When I open my eyes and look around me the world I see does not look round, apart from a few hills, it looks flat. In fact it takes a great deal of imagination and faith to believe it could be anything else. Centuries before the invention of mobile phones, Sat Nav and the internet, some bizarre people like Christopher Columbus set sail towards the horizon on a journey into the unknown, as wild and unpredictable as Yuri Gagarin's first flight into space in 1961
commuters; commuting to all corners of the world.
There are two pairs of 'cubic globes', the first show the natural world and the other the world divided up politically. The cubes are set out on the grid pattern of longitude and latitude at 10° intervals. The eight corners of the globe are at 0° 45°N, 90°E 45°N, 180° 45°N, 90°W 45°N and 0° 45°S, 90°E 45°S, 180° 45°S, 90°W 45°S. It would be possible to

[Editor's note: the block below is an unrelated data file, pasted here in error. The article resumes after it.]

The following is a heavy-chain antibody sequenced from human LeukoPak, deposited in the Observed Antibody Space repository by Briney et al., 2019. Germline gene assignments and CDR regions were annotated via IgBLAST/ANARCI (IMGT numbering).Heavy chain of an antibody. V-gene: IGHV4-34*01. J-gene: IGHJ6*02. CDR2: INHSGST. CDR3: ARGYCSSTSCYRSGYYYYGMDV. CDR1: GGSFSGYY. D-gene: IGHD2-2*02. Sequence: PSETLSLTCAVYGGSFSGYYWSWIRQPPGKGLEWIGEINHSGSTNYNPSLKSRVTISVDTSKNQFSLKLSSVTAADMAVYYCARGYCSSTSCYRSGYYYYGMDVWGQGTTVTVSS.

navigate the world using these cubes and for the ancient mariner, who has packed his suitcase, looking at this cube would be reassuring.
Paul Critchley was born in England but now lives and works in Farindola, Abruzzo.